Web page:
Wednesday, September 22, 2010

Justine Perkins nominated for NSW Volunteer of the Year

Touched by Olivia - Interview with Justine Perkins

By Emmet O’Cuana, The Centre for Volunteering

Following the tragic death of their infant child, John and Justine Perkins were inspired to create a charity dedicated to helping young families of children born with disabilities, or serious medical conditions.

Their story is a remarkable one for their willingness to invoke the memory of their deceased daughter Olivia in order to achieve their aims, not to mention the extraordinary success that followed. As young parents, with a two-year old child to raise, the couple felt that no one else should have to face the difficulties that they had encountered.

Olivia was born suffering from a rare disease that is classified as a vascular malformation. In order to allow her to breathe properly a tracheotomy was performed. John and Justine had been looking forward to taking their daughter home when she passed away.

Determined to honour the memory of their child, the couple used their professional contacts to help set up the Touched By Olivia Foundation, a grassroots organisation that relied on donations and a staff of volunteers to accomplish its aims.

The Touched By Olivia Foundation raises funds to assist the Sydney Children’s Hospital treat diseases and conditions that perhaps do not command as much attention as cancer, but are no less insidious in their cost to young lives.

The Foundation also provides assistance for families who face an uncertain future due to the continuing need for medical assistance for their child. From home care to playgrounds, these children are denied access to a ‘normal life’, something which can be very daunting for their parents. The Foundation not only provides a network that offers advice to families, but has created Livvi's Place a customised playground for children that caters to all kinds of kids, regardless of their specific needs.

The Foundation lobbied its local council to give planning permission for the first Livvi's Place, with a cost of over one million dollars. They organised special events to spread their message of providing care in the community for the most vulnerable, such as the Butterfly Ball and Family Fun Fairs. This allowed the Foundation to promote facilities such as Livvi's Place on a national level, a project which will be managed on a community level, with John and Justine acting in an advisory role now that their campaign's initial momentum has taken hold. In the past four years the Foundation has successfully raised $750,000. Over the next year, two further Balls will be dedicated to raising funds exclusively to help Sydney Children's Hospital provide medical care to sick or disabled children.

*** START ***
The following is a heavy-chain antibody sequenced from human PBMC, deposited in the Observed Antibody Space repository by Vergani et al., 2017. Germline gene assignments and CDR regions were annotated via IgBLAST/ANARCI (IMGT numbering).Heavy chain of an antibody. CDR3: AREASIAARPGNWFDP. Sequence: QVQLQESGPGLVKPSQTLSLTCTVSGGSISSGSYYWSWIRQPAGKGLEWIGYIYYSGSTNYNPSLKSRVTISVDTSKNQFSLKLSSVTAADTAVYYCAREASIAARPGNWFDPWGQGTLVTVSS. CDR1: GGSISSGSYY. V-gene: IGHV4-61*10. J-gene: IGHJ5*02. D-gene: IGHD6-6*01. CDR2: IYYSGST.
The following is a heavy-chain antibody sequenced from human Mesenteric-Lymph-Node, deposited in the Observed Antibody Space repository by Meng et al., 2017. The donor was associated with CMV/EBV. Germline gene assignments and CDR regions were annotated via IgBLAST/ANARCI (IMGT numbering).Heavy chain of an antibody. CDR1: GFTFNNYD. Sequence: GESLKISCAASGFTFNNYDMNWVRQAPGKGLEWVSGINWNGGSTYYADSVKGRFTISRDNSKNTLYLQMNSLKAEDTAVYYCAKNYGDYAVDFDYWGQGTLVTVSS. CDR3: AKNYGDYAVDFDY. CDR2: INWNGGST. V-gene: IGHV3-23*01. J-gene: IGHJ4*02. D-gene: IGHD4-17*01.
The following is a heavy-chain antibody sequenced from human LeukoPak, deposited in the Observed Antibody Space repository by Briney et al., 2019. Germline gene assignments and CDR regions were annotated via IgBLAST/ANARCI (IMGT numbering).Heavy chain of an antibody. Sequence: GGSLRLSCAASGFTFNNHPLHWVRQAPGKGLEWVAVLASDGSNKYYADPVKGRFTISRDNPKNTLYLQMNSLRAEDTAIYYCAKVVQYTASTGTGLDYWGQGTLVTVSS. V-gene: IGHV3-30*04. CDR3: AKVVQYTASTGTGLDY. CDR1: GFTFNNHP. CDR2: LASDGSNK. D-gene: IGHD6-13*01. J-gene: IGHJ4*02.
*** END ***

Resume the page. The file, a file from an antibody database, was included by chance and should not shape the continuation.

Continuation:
Justine offered advice to other start-up charities hoping to raise funds for their cause: Serious thought should be given to the goals of the organisation. It is very hard work, very personally demanding and sometimes a lot of guilt can come with it too, due to the time and effort given by volunteers.

"I just feel that I can never repay them personally, but I also hear that 'what you have given us the opportunity to do, speaks louder than words, so [much] louder than a weekly pay packet'. You’ve just got to get your head around that and accept that people are going to do it because they want to do it,"said Justine.

Many people may consider that the work of the Foundation is rightly the responsibility of the public health authority. However, Justine argues that in lieu of waiting for government action, communities should stand up and do what they can to solve problems. "John and I have this philosophy, don’t ask why, just ask why not?" Their cause has attracted considerable media interest, with Jay Laga'aia acting as a spokesperson for the Foundation and singer Damien Leith agreeing to perform at their Butterfly Ball. Justine attributes their success in this regard to a combination of luck and determination.

The Touched By Olivia Foundation continues to grow from strength to strength. John and Justine's story proves that volunteering can make a positive difference to the lives of many people within the community.

"I’m just so thankful and grateful to the people who have supported us. We are only as good as our volunteers and I recognise that. We’ve been very blessed."

Justine Perkins, of Drummoyne, is a nominee for the 2010 NSW Volunteer of the Year Award.

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